One of the best methods of review is inherent in the planned curriculum which embraces a series of lessons spread over several months, and preferably over several years. When a lesson is taught as one of a series, there is a natural link between the present and past, and furthermore between the present and future. Re-view thus constitutes a part of the new lesson week by week, and the previous teaching can be consolidated with little or no danger of monotony.
When hymns and choruses are taught as correlated elements in the over-all program of the Sunday school or department, they provide a continuing form of review as they are sung for many months after the original lesson.
Work-books and hand-work projects are often prized and kept by youngsters; thus the lesson is constantly brought to mind again by association.
But in addition to these methods of review which are somewhat implicit, review must also take more explicit forms such as direct questioning. Even here, however, quizzes and tests can be used to introduce the element of interest through pupil participation; thus reinforcing the impressions made in the past.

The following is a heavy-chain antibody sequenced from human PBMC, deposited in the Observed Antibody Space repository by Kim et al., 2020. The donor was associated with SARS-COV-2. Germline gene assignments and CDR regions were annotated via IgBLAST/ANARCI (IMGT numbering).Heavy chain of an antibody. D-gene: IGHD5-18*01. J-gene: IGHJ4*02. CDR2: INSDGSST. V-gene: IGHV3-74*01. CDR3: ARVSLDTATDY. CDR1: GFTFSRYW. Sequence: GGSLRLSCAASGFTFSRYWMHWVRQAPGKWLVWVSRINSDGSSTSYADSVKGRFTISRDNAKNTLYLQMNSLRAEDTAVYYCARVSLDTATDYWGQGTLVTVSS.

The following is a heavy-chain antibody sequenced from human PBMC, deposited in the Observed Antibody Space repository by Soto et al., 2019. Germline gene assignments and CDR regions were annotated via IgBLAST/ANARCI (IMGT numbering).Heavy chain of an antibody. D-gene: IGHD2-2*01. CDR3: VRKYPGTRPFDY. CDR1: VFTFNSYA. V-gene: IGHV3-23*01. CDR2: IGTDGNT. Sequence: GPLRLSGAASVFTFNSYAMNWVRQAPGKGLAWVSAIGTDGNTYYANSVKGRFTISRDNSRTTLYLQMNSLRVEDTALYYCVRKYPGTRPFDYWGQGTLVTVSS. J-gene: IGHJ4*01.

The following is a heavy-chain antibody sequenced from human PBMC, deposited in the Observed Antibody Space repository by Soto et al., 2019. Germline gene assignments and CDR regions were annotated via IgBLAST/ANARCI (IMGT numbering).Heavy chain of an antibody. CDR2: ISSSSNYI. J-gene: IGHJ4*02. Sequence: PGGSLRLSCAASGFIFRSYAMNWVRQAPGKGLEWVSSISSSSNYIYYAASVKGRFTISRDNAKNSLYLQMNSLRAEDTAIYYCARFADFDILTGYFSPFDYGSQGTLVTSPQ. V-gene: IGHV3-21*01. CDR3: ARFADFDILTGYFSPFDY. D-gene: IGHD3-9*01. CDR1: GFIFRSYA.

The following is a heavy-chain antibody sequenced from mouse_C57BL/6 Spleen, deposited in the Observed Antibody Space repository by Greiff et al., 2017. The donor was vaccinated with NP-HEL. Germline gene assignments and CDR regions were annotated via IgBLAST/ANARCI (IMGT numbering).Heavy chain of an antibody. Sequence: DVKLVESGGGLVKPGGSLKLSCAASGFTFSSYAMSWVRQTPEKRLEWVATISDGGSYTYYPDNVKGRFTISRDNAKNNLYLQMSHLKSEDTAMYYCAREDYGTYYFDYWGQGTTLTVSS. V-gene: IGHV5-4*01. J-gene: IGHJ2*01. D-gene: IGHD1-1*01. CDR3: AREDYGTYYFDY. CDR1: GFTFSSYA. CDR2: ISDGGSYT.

A continuing effort must also be made through questioning and testing to discover erroneous or inadequate concepts of scriptural truths. When these are found — as they are bound to be if the search is efficient — they must be corrected through a very careful re-teaching of the lesson. This must be done, of course, by using a method to which considerable prayer and thought has been directed so that it will be both interesting and effective.
Lesson unity, program correlation, mental activity, review and re-teaching are all essentials which no spiritually exercised teacher can afford to overlook or neglect. Without them, teaching is inadequate and therefore fails to glorify God. With them, 1960 not only can be, but will be, very different indeed!
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The water without the ship may toss it; but it is the water within the ship that sinks it. Because we have “fightings without” there is no need to have “fears within.”